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al., 2009), belong to a group of emerging contaminants that have caused concern

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because of their effects on the environment in recent years (Alimi et al., 2018).

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Degradation of MPs and their removal from the environment is challenging owing to

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their chemical inertia. MPs are ubiquitous and have been detected in different

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ecosystems (Diepens and Koelmans, 2018). Microplastics can be divided into primary

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and secondary MPs (Cole et al., 2011). Primary MPs mainly refer to man-made

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plastic particles that are used as raw materials for industrial manufacture or

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production of cosmetics (Cole et al., 2011). Secondary MPs, including large plastics 3

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used in agricultural production, industrial production, and urban construction, can be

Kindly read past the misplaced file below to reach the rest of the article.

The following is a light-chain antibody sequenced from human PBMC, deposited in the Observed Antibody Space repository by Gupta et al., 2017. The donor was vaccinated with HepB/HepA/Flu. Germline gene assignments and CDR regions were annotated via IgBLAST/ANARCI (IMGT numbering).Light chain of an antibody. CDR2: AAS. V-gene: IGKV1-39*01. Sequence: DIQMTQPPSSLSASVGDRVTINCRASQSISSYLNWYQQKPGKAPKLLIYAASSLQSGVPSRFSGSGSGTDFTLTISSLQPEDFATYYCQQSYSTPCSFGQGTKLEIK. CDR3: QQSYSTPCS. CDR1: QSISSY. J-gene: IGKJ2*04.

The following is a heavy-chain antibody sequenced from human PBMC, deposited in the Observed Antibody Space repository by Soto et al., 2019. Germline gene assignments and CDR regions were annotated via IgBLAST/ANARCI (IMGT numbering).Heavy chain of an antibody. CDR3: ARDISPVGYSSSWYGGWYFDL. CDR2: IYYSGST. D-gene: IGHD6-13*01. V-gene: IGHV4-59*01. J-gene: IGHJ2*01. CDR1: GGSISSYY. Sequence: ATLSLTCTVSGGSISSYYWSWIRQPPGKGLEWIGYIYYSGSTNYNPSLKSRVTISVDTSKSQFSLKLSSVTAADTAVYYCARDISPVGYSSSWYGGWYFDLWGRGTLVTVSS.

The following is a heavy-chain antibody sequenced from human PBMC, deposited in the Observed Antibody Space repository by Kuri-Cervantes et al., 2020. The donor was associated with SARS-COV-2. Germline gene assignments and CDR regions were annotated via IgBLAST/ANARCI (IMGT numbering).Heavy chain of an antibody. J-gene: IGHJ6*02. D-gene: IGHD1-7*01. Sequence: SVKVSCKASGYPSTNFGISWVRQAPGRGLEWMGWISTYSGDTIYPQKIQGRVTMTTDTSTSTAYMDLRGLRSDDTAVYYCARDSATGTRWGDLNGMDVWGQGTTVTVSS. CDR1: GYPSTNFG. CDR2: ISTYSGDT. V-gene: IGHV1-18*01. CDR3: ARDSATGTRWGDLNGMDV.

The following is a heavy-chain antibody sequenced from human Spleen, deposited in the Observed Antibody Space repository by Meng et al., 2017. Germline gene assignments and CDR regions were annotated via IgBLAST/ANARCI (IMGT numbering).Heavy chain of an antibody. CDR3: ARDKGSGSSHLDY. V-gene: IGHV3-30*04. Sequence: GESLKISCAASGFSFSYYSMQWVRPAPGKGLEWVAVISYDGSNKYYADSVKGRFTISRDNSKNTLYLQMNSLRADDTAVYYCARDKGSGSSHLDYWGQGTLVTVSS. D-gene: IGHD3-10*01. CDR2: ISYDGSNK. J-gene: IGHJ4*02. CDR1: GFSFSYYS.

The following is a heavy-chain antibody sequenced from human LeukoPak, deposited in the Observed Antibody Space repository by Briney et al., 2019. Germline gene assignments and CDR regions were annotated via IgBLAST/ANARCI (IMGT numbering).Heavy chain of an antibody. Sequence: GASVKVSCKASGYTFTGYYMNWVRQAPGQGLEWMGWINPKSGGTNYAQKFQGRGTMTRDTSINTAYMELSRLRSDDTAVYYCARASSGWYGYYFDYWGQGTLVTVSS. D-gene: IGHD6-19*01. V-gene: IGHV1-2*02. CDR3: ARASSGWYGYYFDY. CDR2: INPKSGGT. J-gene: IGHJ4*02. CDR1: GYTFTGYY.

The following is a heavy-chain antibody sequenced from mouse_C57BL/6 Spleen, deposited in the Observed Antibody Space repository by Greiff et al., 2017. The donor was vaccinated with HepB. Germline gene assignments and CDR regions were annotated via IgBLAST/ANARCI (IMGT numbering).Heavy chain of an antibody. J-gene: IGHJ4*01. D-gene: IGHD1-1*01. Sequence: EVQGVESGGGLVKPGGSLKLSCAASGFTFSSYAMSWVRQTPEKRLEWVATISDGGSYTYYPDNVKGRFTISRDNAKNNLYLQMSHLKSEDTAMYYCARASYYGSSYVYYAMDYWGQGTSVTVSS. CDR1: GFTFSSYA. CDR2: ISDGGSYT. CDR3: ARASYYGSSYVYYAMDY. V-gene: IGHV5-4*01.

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degraded in the environment by UV radiation or high temperature (Rillig et al., 2012;

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Steinmetz et al., 2016). The sources of MPs in soil are varied, including the land

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application of sewage sludge that carries MPs (Mintenig et al., 2017), agricultural

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plastic film decomposition (Wang et al., 2013; Ramos et al., 2015; Steinmetz et al.,

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2016), deposition of atmospheric MPs onto the soil (Dris et al., 2016), and surface

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runoff (Gies et al., 2018; Lares et al., 2018).

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Research on microplastic toxicity has mainly focused on aquatic environments,